Web Dev Report - Integrate HTML5 into Existing ASP.NET Web Forms and ASP.NET MVC Applications Both public and line-of-business (LOB) applications and Web sites are using HTML5 and related technologies. HTML5 is more than just hype, and it’s more than just HTML. HTML5 and related Web development technologies governed by the W3C enable you to take advantage of some great features that make developing Web applications easier for you and consuming them friendlier for your users. The Adjacent-Sibling Selector Web Review July 2000 As previous articles in this series have shown, CSS has some interesting new selectors. Between the universal selector and the child selector, it's possible to construct selectors which would be next to impossible using traditional CSS1-style selectors. Well, we're continuing the trend in this installment. This time, though, we'll be talking about something which is almost literally impossible to do with contextual selectors.

Introduction to Service Worker: How to use Service Worker Rich offline experiences, periodic background syncs, push notifications— functionality that would normally require a native application—are coming to the web. Service workers provide the technical foundation that all these features will rely on. What is a Service Worker? A service worker is a script that is run by your browser in the background, separate from a web page, opening the door to features which don't need a web page or user interaction. Today, they already include features like push notifications and in the future it will include other things like, background sync, or geofencing. The core feature discussed in this tutorial is the ability to intercept and handle network requests, including programmatically managing a cache of responses.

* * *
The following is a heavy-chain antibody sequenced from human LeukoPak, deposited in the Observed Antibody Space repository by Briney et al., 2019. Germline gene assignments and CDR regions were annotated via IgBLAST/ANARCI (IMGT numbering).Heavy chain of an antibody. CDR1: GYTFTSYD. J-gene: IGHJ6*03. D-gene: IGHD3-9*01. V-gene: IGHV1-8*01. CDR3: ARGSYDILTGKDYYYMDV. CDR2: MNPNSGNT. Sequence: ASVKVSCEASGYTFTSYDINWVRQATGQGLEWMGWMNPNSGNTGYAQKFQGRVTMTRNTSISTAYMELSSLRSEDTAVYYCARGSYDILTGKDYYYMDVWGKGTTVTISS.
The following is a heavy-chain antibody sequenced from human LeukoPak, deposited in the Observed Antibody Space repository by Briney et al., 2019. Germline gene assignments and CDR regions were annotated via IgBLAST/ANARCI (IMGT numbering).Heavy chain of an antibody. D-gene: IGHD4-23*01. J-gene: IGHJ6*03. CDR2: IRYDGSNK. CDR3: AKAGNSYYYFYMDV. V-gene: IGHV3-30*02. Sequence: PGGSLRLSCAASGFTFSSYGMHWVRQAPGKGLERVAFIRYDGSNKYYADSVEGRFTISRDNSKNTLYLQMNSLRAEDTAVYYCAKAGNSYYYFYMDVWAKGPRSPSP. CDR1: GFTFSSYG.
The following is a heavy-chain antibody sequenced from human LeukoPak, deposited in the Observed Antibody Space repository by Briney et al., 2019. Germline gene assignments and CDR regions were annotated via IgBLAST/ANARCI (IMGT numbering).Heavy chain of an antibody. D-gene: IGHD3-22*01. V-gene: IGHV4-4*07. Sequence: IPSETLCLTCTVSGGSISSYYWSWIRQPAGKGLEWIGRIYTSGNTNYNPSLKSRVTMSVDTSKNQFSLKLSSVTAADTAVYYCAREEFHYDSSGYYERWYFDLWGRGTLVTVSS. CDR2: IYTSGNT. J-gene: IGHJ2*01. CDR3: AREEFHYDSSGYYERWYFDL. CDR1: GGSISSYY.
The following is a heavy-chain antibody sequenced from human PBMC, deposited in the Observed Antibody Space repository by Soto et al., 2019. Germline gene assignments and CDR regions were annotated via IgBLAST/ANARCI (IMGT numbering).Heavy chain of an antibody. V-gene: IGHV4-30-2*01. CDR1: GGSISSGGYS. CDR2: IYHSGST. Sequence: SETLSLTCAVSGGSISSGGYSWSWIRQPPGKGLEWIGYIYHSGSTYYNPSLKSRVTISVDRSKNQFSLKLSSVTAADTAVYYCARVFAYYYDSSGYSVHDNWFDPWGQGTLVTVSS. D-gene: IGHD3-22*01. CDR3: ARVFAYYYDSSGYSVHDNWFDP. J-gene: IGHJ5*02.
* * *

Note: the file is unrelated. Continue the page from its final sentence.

Let's Talk About CSS Preprocessors October 5, 2014 4:49 am Callie Kavourgias You might be just getting in to web design and hearing the words “CSS Preprocessor” an awful lot. You’re probably wondering what they are and what they can do for you. Sticky Footer, Five Ways A brief history, if you will. The purpose of a sticky footer is that it "sticks" to the bottom of the browser window. But not always, if there is enough content on the page to push the footer lower, it still does that. But if the content on the page is short, a sticky footer will still hang to the bottom of the browser window. There is negative bottom margins on wrappers There was a wrapping element that held everything except the footer.

CSS display:table-cell child width bug in Firefox and IE While working with a grid of product images that could vary in height, I wanted to vertically align them in their respective containers. I chose to use display: table and display: table-cell with a max-width on each image, but Firefox and IE ignored the max-width. While browser testing, I realized the images ignored max-width: 100% if it was inside an element with display: table-cell. See the image below for an example.